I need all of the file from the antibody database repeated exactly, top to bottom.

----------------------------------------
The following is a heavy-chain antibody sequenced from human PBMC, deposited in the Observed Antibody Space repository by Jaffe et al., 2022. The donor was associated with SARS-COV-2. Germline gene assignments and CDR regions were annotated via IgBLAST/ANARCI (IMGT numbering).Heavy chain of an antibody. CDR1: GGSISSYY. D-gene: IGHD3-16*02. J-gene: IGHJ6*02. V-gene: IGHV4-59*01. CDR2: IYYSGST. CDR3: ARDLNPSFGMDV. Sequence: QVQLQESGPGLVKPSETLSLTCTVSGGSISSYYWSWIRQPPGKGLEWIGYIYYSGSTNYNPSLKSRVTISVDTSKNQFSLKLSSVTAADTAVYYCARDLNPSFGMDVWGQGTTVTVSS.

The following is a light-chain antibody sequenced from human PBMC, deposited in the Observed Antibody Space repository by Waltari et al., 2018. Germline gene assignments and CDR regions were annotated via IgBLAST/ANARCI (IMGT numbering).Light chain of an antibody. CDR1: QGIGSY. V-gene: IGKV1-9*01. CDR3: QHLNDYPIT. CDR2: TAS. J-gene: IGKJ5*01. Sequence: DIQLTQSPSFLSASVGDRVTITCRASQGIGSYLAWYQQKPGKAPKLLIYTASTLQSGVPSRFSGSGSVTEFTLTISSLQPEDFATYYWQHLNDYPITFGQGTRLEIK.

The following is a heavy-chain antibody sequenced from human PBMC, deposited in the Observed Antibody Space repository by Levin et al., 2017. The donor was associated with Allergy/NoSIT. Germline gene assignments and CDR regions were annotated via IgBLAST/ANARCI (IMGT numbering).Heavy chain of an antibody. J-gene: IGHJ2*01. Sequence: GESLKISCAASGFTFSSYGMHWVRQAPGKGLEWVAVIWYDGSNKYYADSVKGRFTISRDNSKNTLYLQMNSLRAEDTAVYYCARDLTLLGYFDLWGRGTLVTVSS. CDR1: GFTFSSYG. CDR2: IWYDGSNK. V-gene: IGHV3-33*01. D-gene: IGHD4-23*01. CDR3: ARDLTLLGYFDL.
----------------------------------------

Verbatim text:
The following is a heavy-chain antibody sequenced from human PBMC, deposited in the Observed Antibody Space repository by Jaffe et al., 2022. The donor was associated with SARS-COV-2. Germline gene assignments and CDR regions were annotated via IgBLAST/ANARCI (IMGT numbering).Heavy chain of an antibody. CDR1: GGSISSYY. D-gene: IGHD3-16*02. J-gene: IGHJ6*02. V-gene: IGHV4-59*01. CDR2: IYYSGST. CDR3: ARDLNPSFGMDV. Sequence: QVQLQESGPGLVKPSETLSLTCTVSGGSISSYYWSWIRQPPGKGLEWIGYIYYSGSTNYNPSLKSRVTISVDTSKNQFSLKLSSVTAADTAVYYCARDLNPSFGMDVWGQGTTVTVSS.

The following is a light-chain antibody sequenced from human PBMC, deposited in the Observed Antibody Space repository by Waltari et al., 2018. Germline gene assignments and CDR regions were annotated via IgBLAST/ANARCI (IMGT numbering).Light chain of an antibody. CDR1: QGIGSY. V-gene: IGKV1-9*01. CDR3: QHLNDYPIT. CDR2: TAS. J-gene: IGKJ5*01. Sequence: DIQLTQSPSFLSASVGDRVTITCRASQGIGSYLAWYQQKPGKAPKLLIYTASTLQSGVPSRFSGSGSVTEFTLTISSLQPEDFATYYWQHLNDYPITFGQGTRLEIK.

The following is a heavy-chain antibody sequenced from human PBMC, deposited in the Observed Antibody Space repository by Levin et al., 2017. The donor was associated with Allergy/NoSIT. Germline gene assignments and CDR regions were annotated via IgBLAST/ANARCI (IMGT numbering).Heavy chain of an antibody. J-gene: IGHJ2*01. Sequence: GESLKISCAASGFTFSSYGMHWVRQAPGKGLEWVAVIWYDGSNKYYADSVKGRFTISRDNSKNTLYLQMNSLRAEDTAVYYCARDLTLLGYFDLWGRGTLVTVSS. CDR1: GFTFSSYG. CDR2: IWYDGSNK. V-gene: IGHV3-33*01. D-gene: IGHD4-23*01. CDR3: ARDLTLLGYFDL.